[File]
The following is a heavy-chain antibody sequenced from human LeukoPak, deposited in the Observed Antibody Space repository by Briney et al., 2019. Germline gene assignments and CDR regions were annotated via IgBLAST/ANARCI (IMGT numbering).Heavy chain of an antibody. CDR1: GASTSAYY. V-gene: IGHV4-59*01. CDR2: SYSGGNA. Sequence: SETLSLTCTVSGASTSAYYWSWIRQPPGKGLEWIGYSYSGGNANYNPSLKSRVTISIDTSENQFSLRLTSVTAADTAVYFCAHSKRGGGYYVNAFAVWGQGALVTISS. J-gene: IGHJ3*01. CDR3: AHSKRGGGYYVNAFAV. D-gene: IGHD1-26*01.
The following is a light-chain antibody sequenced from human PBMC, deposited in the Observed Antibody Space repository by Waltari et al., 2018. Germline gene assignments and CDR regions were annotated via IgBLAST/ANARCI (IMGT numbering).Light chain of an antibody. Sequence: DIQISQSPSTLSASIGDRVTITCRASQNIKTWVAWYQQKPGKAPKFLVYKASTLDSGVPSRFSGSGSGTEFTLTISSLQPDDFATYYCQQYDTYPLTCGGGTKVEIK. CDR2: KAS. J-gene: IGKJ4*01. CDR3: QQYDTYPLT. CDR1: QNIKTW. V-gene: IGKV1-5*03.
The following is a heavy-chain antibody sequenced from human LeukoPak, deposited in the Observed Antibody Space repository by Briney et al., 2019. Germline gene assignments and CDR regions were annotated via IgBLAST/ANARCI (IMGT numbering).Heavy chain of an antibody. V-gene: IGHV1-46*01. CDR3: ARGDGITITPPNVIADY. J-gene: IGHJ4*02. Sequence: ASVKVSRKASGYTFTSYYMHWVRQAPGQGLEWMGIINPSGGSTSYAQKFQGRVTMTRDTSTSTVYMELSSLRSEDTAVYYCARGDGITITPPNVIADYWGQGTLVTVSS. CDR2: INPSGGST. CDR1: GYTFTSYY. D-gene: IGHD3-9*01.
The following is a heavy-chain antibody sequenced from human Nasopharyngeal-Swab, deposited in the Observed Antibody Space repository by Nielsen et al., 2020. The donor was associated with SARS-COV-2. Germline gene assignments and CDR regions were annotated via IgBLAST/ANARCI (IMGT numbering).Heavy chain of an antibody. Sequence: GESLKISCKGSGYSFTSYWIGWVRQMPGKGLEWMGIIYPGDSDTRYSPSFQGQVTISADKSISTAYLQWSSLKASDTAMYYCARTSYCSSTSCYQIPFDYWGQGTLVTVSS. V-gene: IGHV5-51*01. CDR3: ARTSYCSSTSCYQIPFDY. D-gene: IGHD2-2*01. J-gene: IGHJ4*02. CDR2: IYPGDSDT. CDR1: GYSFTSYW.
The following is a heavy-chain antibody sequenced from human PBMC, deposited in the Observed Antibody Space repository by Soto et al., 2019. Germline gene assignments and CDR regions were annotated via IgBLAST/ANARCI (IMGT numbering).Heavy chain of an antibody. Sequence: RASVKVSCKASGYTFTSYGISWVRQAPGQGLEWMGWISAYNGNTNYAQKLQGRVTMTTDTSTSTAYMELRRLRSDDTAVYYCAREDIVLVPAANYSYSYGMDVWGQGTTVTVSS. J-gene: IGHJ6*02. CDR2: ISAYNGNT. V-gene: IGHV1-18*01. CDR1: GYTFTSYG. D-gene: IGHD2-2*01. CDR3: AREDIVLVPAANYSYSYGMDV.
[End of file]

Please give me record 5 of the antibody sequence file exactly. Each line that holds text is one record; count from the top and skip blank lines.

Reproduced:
The following is a heavy-chain antibody sequenced from human PBMC, deposited in the Observed Antibody Space repository by Soto et al., 2019. Germline gene assignments and CDR regions were annotated via IgBLAST/ANARCI (IMGT numbering).Heavy chain of an antibody. Sequence: RASVKVSCKASGYTFTSYGISWVRQAPGQGLEWMGWISAYNGNTNYAQKLQGRVTMTTDTSTSTAYMELRRLRSDDTAVYYCAREDIVLVPAANYSYSYGMDVWGQGTTVTVSS. J-gene: IGHJ6*02. CDR2: ISAYNGNT. V-gene: IGHV1-18*01. CDR1: GYTFTSYG. D-gene: IGHD2-2*01. CDR3: AREDIVLVPAANYSYSYGMDV.